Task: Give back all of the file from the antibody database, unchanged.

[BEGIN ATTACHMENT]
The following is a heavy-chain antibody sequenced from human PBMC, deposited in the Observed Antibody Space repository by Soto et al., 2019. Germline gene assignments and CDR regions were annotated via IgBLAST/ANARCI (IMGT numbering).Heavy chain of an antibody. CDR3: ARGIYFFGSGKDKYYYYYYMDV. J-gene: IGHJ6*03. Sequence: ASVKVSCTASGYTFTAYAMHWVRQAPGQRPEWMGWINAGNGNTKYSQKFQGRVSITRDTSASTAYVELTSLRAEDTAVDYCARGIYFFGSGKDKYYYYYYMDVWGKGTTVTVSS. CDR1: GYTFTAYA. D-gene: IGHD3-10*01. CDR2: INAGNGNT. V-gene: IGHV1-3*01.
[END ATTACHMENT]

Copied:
The following is a heavy-chain antibody sequenced from human PBMC, deposited in the Observed Antibody Space repository by Soto et al., 2019. Germline gene assignments and CDR regions were annotated via IgBLAST/ANARCI (IMGT numbering).Heavy chain of an antibody. CDR3: ARGIYFFGSGKDKYYYYYYMDV. J-gene: IGHJ6*03. Sequence: ASVKVSCTASGYTFTAYAMHWVRQAPGQRPEWMGWINAGNGNTKYSQKFQGRVSITRDTSASTAYVELTSLRAEDTAVDYCARGIYFFGSGKDKYYYYYYMDVWGKGTTVTVSS. CDR1: GYTFTAYA. D-gene: IGHD3-10*01. CDR2: INAGNGNT. V-gene: IGHV1-3*01.